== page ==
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Tropical Journal of Obstetrics and Gynaecology

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Contraception With Medroxyprogesterone Injections in Port Harcourt, Nigeria.

Anthony O.U. Okpani, Paul L. Kua

Abstract


Context: Depot medroxyprogesterone acetate (Depo Provera®) contraception is effective but associated with menstrual side effects that cause discontinuations among acceptors. Experience with its use in Port Harcourt has never been reported before.


Objective: Evaluation of the effectiveness, acceptability and side effects of Depo Provera in Port Harcourt clients and comparison with experience elsewhere.




Methods: Collection of data on Depo Provera contraception at the University of Port Harcourt Teaching Hospital (UPTH) Family Planning Clinic between 1st August 1986 and 31st July 1995 from client records. Information obtained included proportion of new clients accepting Depo Provera, socio-demographic characteristics, number of injections received, side effects including accidental pregnancies, and discontinuations.



Results: Depo Provera (1870 new acceptors) accounted for 32% of all non-barrier contraception during the study period. The mean [± SD] age and parity of the 1541 acceptors whose files were available were 31.6 ± 3.3 years and 5.8 ± 2.3 respectively. Multiple side effects (total 1611 episodes) occurred with 87% of these, mostly related to menstruation. Secondary amenorrhoea was reported by 53.7% of the study subjects. Five accidental pregnancies occurred (Pearl Index 0.22 per hundred woman years). Defaults from scheduled injections and discontinuations of use were common with a low continuation rate (7.6%) at the end of the observation period. Secondary amenorrhoea was responsible for 33.3% of discontinuations.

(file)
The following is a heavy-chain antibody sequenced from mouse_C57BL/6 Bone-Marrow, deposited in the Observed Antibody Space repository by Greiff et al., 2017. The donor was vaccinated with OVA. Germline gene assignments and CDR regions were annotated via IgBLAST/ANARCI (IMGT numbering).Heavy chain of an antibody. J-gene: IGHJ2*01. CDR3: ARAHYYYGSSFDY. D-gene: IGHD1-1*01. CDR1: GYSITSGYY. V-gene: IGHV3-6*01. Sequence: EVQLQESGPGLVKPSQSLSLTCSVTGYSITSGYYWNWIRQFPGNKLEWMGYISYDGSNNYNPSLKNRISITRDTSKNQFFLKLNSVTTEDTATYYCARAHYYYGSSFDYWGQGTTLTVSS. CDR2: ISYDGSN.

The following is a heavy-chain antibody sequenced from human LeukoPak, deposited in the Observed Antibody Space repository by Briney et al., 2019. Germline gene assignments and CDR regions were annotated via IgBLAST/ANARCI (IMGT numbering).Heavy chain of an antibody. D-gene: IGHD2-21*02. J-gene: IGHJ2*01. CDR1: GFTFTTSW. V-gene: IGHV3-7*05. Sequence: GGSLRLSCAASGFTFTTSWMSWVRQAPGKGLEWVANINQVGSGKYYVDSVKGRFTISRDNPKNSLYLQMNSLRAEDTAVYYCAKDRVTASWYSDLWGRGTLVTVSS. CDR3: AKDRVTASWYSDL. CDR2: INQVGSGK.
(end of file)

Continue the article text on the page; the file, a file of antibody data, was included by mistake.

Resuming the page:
Conclusion: The efficacy and side effects of Depo Provera in Port Harcourt are similar to those reported elsewhere. Defaults from injections and high discontinuations in our study subjects suggest low motivation for contraception.



Key Words: Contraception, Progestin, Provera, Acceptability, Injectable.



[Trop J Obstet Gynaecol, 2002, 19: 107-111]



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